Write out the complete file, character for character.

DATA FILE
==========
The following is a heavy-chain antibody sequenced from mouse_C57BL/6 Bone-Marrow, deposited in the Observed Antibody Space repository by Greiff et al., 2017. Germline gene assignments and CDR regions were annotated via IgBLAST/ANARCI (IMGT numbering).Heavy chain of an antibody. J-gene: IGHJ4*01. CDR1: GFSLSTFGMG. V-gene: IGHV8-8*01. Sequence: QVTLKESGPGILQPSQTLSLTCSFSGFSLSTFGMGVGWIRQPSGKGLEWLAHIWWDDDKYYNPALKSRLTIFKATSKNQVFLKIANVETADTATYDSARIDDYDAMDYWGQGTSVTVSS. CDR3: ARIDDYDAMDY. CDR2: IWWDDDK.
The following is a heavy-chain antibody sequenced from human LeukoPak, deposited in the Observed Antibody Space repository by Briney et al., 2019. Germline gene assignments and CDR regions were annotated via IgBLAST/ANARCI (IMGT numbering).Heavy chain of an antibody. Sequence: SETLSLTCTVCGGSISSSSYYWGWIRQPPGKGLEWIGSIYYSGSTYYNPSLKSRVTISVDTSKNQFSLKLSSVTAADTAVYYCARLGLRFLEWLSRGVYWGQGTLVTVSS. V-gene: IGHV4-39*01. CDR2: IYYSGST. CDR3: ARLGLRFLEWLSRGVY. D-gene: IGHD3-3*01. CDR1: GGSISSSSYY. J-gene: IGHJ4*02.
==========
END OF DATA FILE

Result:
The following is a heavy-chain antibody sequenced from mouse_C57BL/6 Bone-Marrow, deposited in the Observed Antibody Space repository by Greiff et al., 2017. Germline gene assignments and CDR regions were annotated via IgBLAST/ANARCI (IMGT numbering).Heavy chain of an antibody. J-gene: IGHJ4*01. CDR1: GFSLSTFGMG. V-gene: IGHV8-8*01. Sequence: QVTLKESGPGILQPSQTLSLTCSFSGFSLSTFGMGVGWIRQPSGKGLEWLAHIWWDDDKYYNPALKSRLTIFKATSKNQVFLKIANVETADTATYDSARIDDYDAMDYWGQGTSVTVSS. CDR3: ARIDDYDAMDY. CDR2: IWWDDDK.
The following is a heavy-chain antibody sequenced from human LeukoPak, deposited in the Observed Antibody Space repository by Briney et al., 2019. Germline gene assignments and CDR regions were annotated via IgBLAST/ANARCI (IMGT numbering).Heavy chain of an antibody. Sequence: SETLSLTCTVCGGSISSSSYYWGWIRQPPGKGLEWIGSIYYSGSTYYNPSLKSRVTISVDTSKNQFSLKLSSVTAADTAVYYCARLGLRFLEWLSRGVYWGQGTLVTVSS. V-gene: IGHV4-39*01. CDR2: IYYSGST. CDR3: ARLGLRFLEWLSRGVY. D-gene: IGHD3-3*01. CDR1: GGSISSSSYY. J-gene: IGHJ4*02.